But there’s also a very high-end professionalism here too. There are some moments that are as aesthetically arresting as those you’d find on a West End stage. For example, older Alice’s bed chamber is breathtaking when you enter, with it’s larger than life tilted bed engulfed in the vast Edwardian church space. There’s also a wonderful moment the Wasp in a Wig teeters off, holding high the golden comb given to her by Alice, making it glint in the spotlight and casting an imposing shadow as she exits. These touches edmonstrate that this isn’t just a lets-have-a-laugh-and-cobble-together-an-outdoor-promenade-production, but that Iris Theatre to be as professional outfit as anything else in the West End, if not better than some of the productions currently on in the theatres.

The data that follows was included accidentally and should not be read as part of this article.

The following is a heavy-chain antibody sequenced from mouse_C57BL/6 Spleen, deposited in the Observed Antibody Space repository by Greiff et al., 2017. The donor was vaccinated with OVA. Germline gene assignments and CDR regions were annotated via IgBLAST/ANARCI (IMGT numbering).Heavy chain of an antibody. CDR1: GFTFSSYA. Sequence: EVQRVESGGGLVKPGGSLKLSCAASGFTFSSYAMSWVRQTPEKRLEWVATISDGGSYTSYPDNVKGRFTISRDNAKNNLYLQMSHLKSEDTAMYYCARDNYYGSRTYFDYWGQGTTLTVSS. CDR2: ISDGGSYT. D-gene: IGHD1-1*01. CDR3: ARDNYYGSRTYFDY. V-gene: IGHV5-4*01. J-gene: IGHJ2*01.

Director Jamie Jackson also ensures a solid balance in this being a promenade production, making sure the audience are never spending too long or too quick a time in any place. But he also understands how effective interaction can be and is never scared to directly involve the audience. There are plenty of moments when the audience are involved, either as individuals dressing up Tweedle Dum and Tweedle Dee, or merely being squirted by water pistols from afar. He’s also not afraid of being inventive within this family friendly context, accommodating some of Isla Jackson-Ritchie’s bold pieces of physical theatre to great affect. Thus, he’s as integral a contribution to the show as Winder, Caldicot, and Finney, all seeming working as one to pull of this tremendous show.